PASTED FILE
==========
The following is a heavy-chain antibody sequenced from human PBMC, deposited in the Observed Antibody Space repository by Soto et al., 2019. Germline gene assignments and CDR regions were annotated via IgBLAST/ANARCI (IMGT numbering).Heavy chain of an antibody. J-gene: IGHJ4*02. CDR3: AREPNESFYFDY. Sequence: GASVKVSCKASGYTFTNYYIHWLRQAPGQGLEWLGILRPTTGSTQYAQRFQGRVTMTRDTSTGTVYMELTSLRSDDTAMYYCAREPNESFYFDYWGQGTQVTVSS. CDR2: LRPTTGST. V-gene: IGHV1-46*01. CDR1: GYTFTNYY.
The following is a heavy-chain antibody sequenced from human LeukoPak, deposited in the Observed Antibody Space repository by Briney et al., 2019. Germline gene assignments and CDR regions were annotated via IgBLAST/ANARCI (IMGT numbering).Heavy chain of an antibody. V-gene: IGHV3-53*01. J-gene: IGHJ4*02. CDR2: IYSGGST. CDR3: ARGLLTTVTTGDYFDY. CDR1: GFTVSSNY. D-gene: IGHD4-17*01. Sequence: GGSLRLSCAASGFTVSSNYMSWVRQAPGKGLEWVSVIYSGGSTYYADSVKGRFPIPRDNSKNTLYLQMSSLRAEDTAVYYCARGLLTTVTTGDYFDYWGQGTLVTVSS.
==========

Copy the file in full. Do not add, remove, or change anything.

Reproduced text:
The following is a heavy-chain antibody sequenced from human PBMC, deposited in the Observed Antibody Space repository by Soto et al., 2019. Germline gene assignments and CDR regions were annotated via IgBLAST/ANARCI (IMGT numbering).Heavy chain of an antibody. J-gene: IGHJ4*02. CDR3: AREPNESFYFDY. Sequence: GASVKVSCKASGYTFTNYYIHWLRQAPGQGLEWLGILRPTTGSTQYAQRFQGRVTMTRDTSTGTVYMELTSLRSDDTAMYYCAREPNESFYFDYWGQGTQVTVSS. CDR2: LRPTTGST. V-gene: IGHV1-46*01. CDR1: GYTFTNYY.
The following is a heavy-chain antibody sequenced from human LeukoPak, deposited in the Observed Antibody Space repository by Briney et al., 2019. Germline gene assignments and CDR regions were annotated via IgBLAST/ANARCI (IMGT numbering).Heavy chain of an antibody. V-gene: IGHV3-53*01. J-gene: IGHJ4*02. CDR2: IYSGGST. CDR3: ARGLLTTVTTGDYFDY. CDR1: GFTVSSNY. D-gene: IGHD4-17*01. Sequence: GGSLRLSCAASGFTVSSNYMSWVRQAPGKGLEWVSVIYSGGSTYYADSVKGRFPIPRDNSKNTLYLQMSSLRAEDTAVYYCARGLLTTVTTGDYFDYWGQGTLVTVSS.